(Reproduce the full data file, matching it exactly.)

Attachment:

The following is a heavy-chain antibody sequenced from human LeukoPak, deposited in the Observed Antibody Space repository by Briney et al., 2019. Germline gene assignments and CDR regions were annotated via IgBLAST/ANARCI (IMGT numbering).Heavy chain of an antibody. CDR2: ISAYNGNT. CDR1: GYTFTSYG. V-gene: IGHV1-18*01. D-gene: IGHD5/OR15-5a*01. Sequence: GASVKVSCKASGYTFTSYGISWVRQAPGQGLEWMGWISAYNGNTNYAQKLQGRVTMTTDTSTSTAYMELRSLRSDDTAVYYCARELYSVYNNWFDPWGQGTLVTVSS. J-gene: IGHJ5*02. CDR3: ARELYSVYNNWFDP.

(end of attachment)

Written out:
The following is a heavy-chain antibody sequenced from human LeukoPak, deposited in the Observed Antibody Space repository by Briney et al., 2019. Germline gene assignments and CDR regions were annotated via IgBLAST/ANARCI (IMGT numbering).Heavy chain of an antibody. CDR2: ISAYNGNT. CDR1: GYTFTSYG. V-gene: IGHV1-18*01. D-gene: IGHD5/OR15-5a*01. Sequence: GASVKVSCKASGYTFTSYGISWVRQAPGQGLEWMGWISAYNGNTNYAQKLQGRVTMTTDTSTSTAYMELRSLRSDDTAVYYCARELYSVYNNWFDPWGQGTLVTVSS. J-gene: IGHJ5*02. CDR3: ARELYSVYNNWFDP.